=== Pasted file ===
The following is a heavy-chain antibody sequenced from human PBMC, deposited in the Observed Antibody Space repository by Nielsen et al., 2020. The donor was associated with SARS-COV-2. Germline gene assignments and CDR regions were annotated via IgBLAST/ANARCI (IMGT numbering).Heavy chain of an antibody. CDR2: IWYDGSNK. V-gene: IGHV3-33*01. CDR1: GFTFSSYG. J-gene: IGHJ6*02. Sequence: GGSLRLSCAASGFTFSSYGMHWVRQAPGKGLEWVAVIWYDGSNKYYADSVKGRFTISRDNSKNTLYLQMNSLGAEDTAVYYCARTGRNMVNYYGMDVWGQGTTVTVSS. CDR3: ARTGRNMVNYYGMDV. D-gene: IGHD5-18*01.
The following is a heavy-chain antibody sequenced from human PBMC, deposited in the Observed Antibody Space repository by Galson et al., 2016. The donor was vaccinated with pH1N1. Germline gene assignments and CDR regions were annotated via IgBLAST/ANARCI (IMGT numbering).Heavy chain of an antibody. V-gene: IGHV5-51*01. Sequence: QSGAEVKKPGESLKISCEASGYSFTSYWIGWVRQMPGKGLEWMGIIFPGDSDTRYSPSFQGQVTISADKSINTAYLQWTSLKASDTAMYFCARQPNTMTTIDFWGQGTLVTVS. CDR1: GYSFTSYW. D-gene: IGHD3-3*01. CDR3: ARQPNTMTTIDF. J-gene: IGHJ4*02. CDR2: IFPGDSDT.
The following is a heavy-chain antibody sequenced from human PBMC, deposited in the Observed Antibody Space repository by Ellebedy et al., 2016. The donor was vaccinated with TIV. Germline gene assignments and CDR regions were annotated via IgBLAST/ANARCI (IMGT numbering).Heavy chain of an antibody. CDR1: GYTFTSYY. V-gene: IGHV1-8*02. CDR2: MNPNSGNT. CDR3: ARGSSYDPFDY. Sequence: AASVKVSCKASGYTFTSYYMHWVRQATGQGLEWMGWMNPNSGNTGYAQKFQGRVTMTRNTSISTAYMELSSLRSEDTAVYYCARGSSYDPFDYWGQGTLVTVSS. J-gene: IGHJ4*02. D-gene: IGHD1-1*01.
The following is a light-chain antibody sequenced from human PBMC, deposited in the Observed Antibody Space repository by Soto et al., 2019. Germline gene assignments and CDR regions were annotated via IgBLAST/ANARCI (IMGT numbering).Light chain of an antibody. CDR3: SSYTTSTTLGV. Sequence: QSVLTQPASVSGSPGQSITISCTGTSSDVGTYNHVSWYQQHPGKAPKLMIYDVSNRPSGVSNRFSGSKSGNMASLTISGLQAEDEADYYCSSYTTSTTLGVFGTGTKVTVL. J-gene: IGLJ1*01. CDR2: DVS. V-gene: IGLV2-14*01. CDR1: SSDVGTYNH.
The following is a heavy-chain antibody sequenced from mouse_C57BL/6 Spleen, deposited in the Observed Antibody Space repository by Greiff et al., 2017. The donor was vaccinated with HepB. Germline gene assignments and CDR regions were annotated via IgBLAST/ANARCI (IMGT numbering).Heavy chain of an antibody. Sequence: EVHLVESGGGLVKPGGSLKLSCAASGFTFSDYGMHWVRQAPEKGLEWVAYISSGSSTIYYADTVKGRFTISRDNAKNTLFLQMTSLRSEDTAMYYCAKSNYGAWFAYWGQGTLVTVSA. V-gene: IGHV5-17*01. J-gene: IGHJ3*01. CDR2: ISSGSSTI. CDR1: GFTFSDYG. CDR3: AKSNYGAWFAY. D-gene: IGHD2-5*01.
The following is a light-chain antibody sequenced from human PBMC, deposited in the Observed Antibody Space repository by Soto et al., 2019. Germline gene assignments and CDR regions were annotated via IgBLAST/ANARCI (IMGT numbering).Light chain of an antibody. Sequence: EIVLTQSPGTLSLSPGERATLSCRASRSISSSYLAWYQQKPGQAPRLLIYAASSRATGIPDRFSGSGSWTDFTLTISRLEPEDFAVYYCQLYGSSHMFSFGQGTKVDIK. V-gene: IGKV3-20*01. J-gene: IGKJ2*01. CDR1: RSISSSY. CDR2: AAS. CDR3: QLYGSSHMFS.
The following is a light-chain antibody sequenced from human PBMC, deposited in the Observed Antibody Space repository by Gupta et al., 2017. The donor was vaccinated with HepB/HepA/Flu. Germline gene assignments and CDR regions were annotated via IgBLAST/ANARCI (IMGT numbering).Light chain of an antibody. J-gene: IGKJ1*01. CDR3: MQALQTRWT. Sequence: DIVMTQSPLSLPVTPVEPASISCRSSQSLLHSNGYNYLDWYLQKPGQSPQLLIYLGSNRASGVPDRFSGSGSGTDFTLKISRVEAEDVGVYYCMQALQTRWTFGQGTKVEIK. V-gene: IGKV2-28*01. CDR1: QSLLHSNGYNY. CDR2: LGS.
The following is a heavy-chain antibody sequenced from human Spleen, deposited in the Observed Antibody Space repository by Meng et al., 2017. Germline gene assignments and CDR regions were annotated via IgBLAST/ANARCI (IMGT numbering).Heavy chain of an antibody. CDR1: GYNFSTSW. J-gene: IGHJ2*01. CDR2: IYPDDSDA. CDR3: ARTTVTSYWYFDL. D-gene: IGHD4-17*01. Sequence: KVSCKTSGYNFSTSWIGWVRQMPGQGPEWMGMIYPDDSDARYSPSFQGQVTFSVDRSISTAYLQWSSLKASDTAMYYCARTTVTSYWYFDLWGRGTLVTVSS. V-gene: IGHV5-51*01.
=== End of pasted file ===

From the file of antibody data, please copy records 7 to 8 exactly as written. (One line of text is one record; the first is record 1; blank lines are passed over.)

The following is a light-chain antibody sequenced from human PBMC, deposited in the Observed Antibody Space repository by Gupta et al., 2017. The donor was vaccinated with HepB/HepA/Flu. Germline gene assignments and CDR regions were annotated via IgBLAST/ANARCI (IMGT numbering).Light chain of an antibody. J-gene: IGKJ1*01. CDR3: MQALQTRWT. Sequence: DIVMTQSPLSLPVTPVEPASISCRSSQSLLHSNGYNYLDWYLQKPGQSPQLLIYLGSNRASGVPDRFSGSGSGTDFTLKISRVEAEDVGVYYCMQALQTRWTFGQGTKVEIK. V-gene: IGKV2-28*01. CDR1: QSLLHSNGYNY. CDR2: LGS.
The following is a heavy-chain antibody sequenced from human Spleen, deposited in the Observed Antibody Space repository by Meng et al., 2017. Germline gene assignments and CDR regions were annotated via IgBLAST/ANARCI (IMGT numbering).Heavy chain of an antibody. CDR1: GYNFSTSW. J-gene: IGHJ2*01. CDR2: IYPDDSDA. CDR3: ARTTVTSYWYFDL. D-gene: IGHD4-17*01. Sequence: KVSCKTSGYNFSTSWIGWVRQMPGQGPEWMGMIYPDDSDARYSPSFQGQVTFSVDRSISTAYLQWSSLKASDTAMYYCARTTVTSYWYFDLWGRGTLVTVSS. V-gene: IGHV5-51*01.